KTM 890 Duke base model opens up latest generation ‘scalpel’

The KTM 890 Duke range is expanded to include a more affordable, but still sport-focused base-variant of the firm's middleweight naked.

The latest generation of KTM’s venerable naked - the 890 Duke - has just become a touch more accessible with the introduction of a new base model, which officially supersedes the now discontinued Duke 790 range.

The Austrian firm has been busy updating the majority of its new models with new engine architecture in response to the Euro5 regulations, with the 890cc version of the new naked introduced last year in sporty ‘R’ guise.

Now the range has grown with the arrival of the ‘R-less’ base variant which makes use of the slick chassis and punchy new powerplant at a (to be confirmed) more affordable price.

2021 KTM 890 Duke R REVIEW

New KTM 890 Duke R Review 2020 | Visordown.com

Under the skin the Duke 890 features KTM’s new LC8c parallel-twin unit tuned for a sporting rasp and pumping out 115hp and 92Nm of torque, a minor reduction from the R (121hp).

We will have to wait to find out whether the Duke feels any different to its sibling on the road but otherwise there are still plenty of familiar KTM traits to entice, including the Chromium-Molybdenum Steel frame and APEX suspension tuned by KTM’s close partners WP. The new base Duke 890 is slightly heavier than the R at 169kg compared with 166kg, with KTM’s press release describing it at an ‘extreme power to weight ratio’.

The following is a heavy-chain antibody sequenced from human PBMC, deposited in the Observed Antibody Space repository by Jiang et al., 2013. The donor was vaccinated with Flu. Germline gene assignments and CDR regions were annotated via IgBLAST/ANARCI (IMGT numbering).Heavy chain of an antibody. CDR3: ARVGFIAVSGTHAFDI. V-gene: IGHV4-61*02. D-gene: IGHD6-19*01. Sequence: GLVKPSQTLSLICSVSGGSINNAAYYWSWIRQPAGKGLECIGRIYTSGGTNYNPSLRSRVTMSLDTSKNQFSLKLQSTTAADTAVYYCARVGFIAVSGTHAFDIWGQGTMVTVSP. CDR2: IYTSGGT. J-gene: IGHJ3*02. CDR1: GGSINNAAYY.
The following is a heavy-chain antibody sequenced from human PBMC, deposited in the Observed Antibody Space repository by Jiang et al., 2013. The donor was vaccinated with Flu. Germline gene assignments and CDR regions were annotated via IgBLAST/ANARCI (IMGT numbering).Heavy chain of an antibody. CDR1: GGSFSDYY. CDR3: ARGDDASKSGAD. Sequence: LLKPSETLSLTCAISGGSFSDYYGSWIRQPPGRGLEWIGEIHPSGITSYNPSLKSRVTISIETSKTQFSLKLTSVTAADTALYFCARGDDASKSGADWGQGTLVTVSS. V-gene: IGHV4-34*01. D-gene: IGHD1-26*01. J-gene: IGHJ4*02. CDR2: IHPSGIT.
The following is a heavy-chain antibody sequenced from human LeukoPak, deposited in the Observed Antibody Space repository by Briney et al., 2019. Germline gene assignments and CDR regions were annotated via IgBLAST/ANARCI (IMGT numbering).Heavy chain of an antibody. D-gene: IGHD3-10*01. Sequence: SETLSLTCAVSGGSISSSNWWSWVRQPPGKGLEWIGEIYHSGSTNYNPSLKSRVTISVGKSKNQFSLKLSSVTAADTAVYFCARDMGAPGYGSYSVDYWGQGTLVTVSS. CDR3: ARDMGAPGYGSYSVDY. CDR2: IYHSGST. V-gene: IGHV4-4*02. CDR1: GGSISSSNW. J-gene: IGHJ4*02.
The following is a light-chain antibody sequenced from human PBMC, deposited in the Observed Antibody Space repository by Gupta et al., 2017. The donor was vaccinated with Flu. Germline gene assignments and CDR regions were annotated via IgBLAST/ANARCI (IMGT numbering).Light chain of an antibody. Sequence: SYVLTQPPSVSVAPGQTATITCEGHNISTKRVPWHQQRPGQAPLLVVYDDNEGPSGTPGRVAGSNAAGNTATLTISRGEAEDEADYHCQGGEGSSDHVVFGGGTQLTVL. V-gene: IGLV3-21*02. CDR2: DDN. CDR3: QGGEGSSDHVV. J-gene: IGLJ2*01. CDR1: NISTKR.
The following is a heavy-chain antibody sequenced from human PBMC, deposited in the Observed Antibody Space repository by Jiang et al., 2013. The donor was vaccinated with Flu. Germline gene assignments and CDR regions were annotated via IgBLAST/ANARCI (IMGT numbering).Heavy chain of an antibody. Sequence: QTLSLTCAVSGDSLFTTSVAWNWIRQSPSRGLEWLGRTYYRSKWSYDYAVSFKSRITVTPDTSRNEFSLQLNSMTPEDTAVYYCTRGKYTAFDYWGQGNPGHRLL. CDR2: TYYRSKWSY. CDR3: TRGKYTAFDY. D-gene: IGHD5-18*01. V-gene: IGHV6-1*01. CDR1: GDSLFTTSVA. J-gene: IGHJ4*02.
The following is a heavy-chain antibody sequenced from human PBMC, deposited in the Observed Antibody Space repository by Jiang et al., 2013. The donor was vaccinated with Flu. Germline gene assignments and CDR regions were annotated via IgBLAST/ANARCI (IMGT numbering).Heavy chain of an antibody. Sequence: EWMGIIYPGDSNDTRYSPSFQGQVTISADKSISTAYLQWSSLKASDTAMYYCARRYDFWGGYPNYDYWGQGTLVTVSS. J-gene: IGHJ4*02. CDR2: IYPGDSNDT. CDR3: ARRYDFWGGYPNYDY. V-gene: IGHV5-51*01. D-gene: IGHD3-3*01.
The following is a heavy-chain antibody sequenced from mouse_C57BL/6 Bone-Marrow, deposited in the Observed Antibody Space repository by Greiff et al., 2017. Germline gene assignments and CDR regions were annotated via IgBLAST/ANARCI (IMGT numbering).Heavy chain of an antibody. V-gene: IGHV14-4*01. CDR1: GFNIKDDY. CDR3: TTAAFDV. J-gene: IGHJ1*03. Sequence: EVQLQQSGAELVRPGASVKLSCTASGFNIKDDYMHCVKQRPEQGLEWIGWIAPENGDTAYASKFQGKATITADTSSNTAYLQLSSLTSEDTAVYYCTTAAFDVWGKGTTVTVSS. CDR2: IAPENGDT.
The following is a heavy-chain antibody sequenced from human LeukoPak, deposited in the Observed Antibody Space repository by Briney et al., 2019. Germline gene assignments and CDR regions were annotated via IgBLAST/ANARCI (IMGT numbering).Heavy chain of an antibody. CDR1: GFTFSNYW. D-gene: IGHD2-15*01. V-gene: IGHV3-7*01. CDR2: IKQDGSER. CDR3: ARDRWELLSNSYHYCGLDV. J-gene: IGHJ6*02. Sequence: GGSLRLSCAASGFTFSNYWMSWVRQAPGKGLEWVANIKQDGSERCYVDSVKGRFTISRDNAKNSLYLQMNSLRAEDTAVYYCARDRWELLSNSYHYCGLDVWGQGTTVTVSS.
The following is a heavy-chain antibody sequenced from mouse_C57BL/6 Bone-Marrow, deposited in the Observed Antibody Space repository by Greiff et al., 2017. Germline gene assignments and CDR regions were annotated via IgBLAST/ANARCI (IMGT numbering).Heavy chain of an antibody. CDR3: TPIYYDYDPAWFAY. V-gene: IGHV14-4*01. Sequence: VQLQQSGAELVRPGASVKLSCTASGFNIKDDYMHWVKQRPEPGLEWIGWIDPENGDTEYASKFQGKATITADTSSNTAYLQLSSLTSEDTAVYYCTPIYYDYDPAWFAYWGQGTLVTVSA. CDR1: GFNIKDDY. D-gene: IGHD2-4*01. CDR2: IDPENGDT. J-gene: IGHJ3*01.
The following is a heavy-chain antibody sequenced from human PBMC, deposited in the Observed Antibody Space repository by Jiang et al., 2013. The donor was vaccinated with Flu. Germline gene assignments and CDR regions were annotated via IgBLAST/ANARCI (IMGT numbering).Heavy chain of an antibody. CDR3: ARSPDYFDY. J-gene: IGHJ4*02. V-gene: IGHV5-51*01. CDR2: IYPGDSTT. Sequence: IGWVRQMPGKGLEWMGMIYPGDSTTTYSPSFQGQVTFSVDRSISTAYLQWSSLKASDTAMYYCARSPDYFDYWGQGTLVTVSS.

Out on the road riders will get the choice of four different engine modes to suit conditions, including Rain Mode (smooth throttle response, maximum traction control, reduced power and anti-wheelie), Street Mode (standard throttle response, normal TC, full power, anti-wheelie) and Sport Mode (sport response, reduced TC, full power, anti-wheelie). For those tempted by the full potential of the KTM 890 Duke the optional Track Mode allows the setting to be tweaked for time attacks.

Visually the Duke and Duke R are distinguished by minor detailing - the lack of a pillion seat cover and standard footpegs on the former - but otherwise you will also find the TFT display and of course those orange decals very much in presence.

No prices have been confirmed as yet but will undercut the £10,399 KTM 890 Duke R.
 

Join the conversation!

Let us know what you think, just sign up for a free account, leave a comment and get involved!
Register Now

Latest Videos

Review
Feature